Autonomous Mobility: It’s Not Just About The Cars
July 19, 2018 | In The Press
When people think of autonomous vehicles, they almost always think about cars. As automotive and tech giants race to unveil new vehicles and services, it naturally commands the public’s focus. Headlines appear nearly every day about new businesses forming, and about traditional businesses investing in autonomous vehicles and technology. When an accident on test sites takes place, it grabs headlines for months.
Advocates of autonomous transit point out that most private vehicles are idle 95% of the time, and that electric, on-demand autonomous services solve urban problems such as traffic jams, air pollution and even affordable housing by allowing cities to replace an auto-centric infrastructure such as parking garages with a people-centric infrastructure — housing nearer to jobs.
In the shadow of the spotlight on autonomous cars, a mythology about what autonomous transit means has emerged. Let’s look at three common myths surrounding autonomous mobility, the facts that these myths obscure and the real solution to the vision that they point to.
Not by themselves. A study of Manhattan traffic found that the rise of ride-hailing services from the likes of Uber and Lyft have made traffic worse, putting 59% more vehicles and 81% more empty vehicles, on the street. Swapping human-driven vehicles for autonomous ones alone is not likely to make things much better.
For autonomous transit to deliver on the promise to reduce congestion, shared services will need to be developed. A University of Texas study modeled an Austin neighborhood and simulated weekday travel for a 10-mile by 10-mile zone. It found that if just 5% of residents shared rides, each shared vehicle would replace about 11 private autos and the 20,000 people who made up this shared network would need just 1,700 vehicles to get around. Just 1,700 vehicles for 20,000 people — that’s getting cars off the street!
This is highly unlikely without careful integration. While autonomous vehicles and services can, and should, complement public transit, simply adding these vehicles to the streets is unlikely to make that happen. Again, using ride-hailing as an example, a landmark U.C. Davis study analyzed the behavior of users and found that 49 to 61% of people used ride-hailing in place of public transit. Public transit use in the U.S. has been on the decline since the advent of these services — down 2.9% in 2017, which is not good news for commuters. By merely replacing human-driven services with autonomous cars, which is what the ride-hailing services intend to do given their investments in autonomous vehicles, you’re not likely to see different results.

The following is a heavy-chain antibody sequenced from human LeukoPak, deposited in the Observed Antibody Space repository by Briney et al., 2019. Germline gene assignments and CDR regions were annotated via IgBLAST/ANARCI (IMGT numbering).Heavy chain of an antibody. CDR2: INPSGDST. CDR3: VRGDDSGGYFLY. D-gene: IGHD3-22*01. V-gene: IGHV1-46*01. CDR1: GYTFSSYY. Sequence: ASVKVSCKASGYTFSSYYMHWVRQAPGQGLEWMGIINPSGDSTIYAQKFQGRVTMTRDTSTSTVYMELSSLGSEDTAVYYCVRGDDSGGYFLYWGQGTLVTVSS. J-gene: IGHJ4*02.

In addition to being shared, autonomous transit will need to be multi-modal — or in other words, synchronized with public transit to solve the “last-mile” obstacle that prevents so many commuters from using public transportation. When homes or offices are too far from transit hubs for convenient access, people stay in their cars. Recent announcements by ride-hailing companies that they will integrate public transit schedules into their apps to streamline last-mile services are an encouraging development. On a positive note, Lyft has launched a program to share public transit schedules on its app to make connections more convenient.
The first and second myths have already shown that replacing human-driven cars and services with autonomous ones is not likely to change traffic congestion. A vehicle alone is not a service. Imagine thousands of autonomous cars trying to get to the same place at the same time as human-driven cars do now. The future is not about a car for every person whether privately owned or through an on-demand service.
Shared, multi-modal services are what will be needed for autonomous vehicles to create the social good that we hope they will, which means the vehicles will need to be managed as fleets that work together. Think air traffic control for vehicles, which requires the ability to distribute vehicles intelligently, to match supply with demand, to synchronize with public transit and to pool passengers based on journey origins and destination.
There’s little dispute that the world’s cities are already under tremendous strain. Traffic congestion, air quality and housing shortages already threaten the quality of life in cities. Roughly half of the world’s population live in urban areas now, according to the United Nations, and that number is expected to surge to 68% by 2050. New mobility services have the potential to ease these strains. But it won’t happen if we don’t change the way we think about autonomous vehicles, nor if we apply existing models of vehicle use to the future.
Incremental improvements can be achieved with smarter management of today’s human-driven services with better demand matching, pooling passengers and multimodal synchronization. However, to grow at the scale that cities are growing, large-scale innovation is required. No one knows exactly when it will happen, but autonomous mobility services will eventually be smarter, safer, cleaner and faster than our current transit options. As these services advance, smart city technologies are also being developed on several fronts — for buildings, infrastructure, energy and more. The opportunity to integrate automated mobility services with smart city technology and to reimagine urban living around people instead of transportation has the potential to exponentially increase the quality of life in our cities. The vehicles themselves are just the beginning.